A General Sudoku Logic Odd Loops, Broken Wings, and Dark Logic |
Points.
Odd length loops are present in many solving methods such as chains and
dis-continuous nice loops. The broken wing method eliminates candidates by
using the fact that odd length loops of strong links cannot occur in a valid
puzzle. This method can be generalized using sets and represents a
fundemental principle in Sudoku set logic.
Odd Length Loops Many Sudoku solving methods are based on odd length
loops. The simple chain example below left has 5 links and a target candidate
(red) at the intersection of two linksets, r5c5. With a different set of
strong links (right), the same nodes form a discontinuous nice loop that
assigns the target candidate rather than eliminate it. Illegal Logic and Rank Illegal logic is any group of sets (or candidates)
that has no solution, i.e., there is no way to arrange the candidates that is
allowed by the rules. The illegal 'fish' below has 3 sets connected by two
linksets where it's easy to verify that 3 candidates
cannot be placed in 3 sets without placing 2 in a single linkset. The illegal
structure, denoted by black sets, has a rank of 2 linksets - 3 sets, which
equals minus 1. Odd length loops of bi-value strong links are also
illegal. The length 5 loop below can contain at most two nodes without double
occupancy, which leaves one set unoccupied. Loops of any odd length have a
rank of minus 1. Broken Wings Broken Wing is a unique method that has been widely
applied. It assumes that a valid puzzle cannot contain loops with an odd
number of bi-value strong links (conjugate
pairs). To be legal, at least one link
must contain at least one extra candidate, called a guardian. If there is one
guardian, it can be assigned. If there are multiple guardians, eliminations
can be logically deduced. Guardians can be connected to a variety of logic. The lone guardian (G) in r3c8 below prevents the logic from being
illegal and is thus assigned becoming a single. It then eliminates the
orange candidates in column 8. Additional assignments and eliminations are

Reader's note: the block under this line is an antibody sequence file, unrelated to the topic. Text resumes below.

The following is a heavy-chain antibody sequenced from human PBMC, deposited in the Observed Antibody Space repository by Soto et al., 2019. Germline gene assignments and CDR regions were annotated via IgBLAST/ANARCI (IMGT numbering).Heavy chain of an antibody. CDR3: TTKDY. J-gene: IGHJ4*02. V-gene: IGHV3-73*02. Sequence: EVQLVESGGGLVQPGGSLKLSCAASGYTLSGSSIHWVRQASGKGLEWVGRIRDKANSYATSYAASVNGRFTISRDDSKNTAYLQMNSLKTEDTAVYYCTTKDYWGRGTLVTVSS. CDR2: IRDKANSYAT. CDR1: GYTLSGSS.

explained later. Broken Wings and Dark Logic Broken wings occur naturally in set logic along with
other odd length, strong-set logic. The following is a simple set logic view
of broken wing principles that applies to a wide range of logic. In terms of
set logic, the broken wing principle is both unique and elegant. The same
principles can be applied to deadly patterns and URs. To keep track of what's
what, the term dark refers to anything illegal caused by odd
length loops. A dark loop contains the sets
and nodes belonging to illegal logic but not guardians or other logic that
may be in the same sets. Defined this way, dark loops have the following
properties: A
dark loop of any size has a rank of minus 1 and is outside of the set
and linkset groups that determine eliminations in the rest of the logic
(according to set theory) A
dark loop can be removed and the remaining candidates, such as guardians,
placed in a virtual set that behaves like ordinary sets. This virtual set can
span rows, columns, and boxes. In short, a broken wing is made of a dark loop plus
guardian candidates, all contained in the same sets. The dark logic disappears
(sets and nodes) leaving behind the guardians that act as if they were in one
virtual set. (Why?, becasue of the dark force,
of course.) Below is a two-guardian broken wing. Although